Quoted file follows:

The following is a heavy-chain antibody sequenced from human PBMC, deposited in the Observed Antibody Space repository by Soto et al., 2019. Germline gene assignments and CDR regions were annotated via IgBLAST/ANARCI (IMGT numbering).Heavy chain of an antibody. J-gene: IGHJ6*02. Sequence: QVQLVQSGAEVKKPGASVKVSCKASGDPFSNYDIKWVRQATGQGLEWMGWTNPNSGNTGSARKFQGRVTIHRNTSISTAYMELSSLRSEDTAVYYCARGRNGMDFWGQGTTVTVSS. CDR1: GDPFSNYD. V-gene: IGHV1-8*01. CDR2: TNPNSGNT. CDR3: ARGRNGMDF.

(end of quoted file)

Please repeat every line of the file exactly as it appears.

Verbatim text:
The following is a heavy-chain antibody sequenced from human PBMC, deposited in the Observed Antibody Space repository by Soto et al., 2019. Germline gene assignments and CDR regions were annotated via IgBLAST/ANARCI (IMGT numbering).Heavy chain of an antibody. J-gene: IGHJ6*02. Sequence: QVQLVQSGAEVKKPGASVKVSCKASGDPFSNYDIKWVRQATGQGLEWMGWTNPNSGNTGSARKFQGRVTIHRNTSISTAYMELSSLRSEDTAVYYCARGRNGMDFWGQGTTVTVSS. CDR1: GDPFSNYD. V-gene: IGHV1-8*01. CDR2: TNPNSGNT. CDR3: ARGRNGMDF.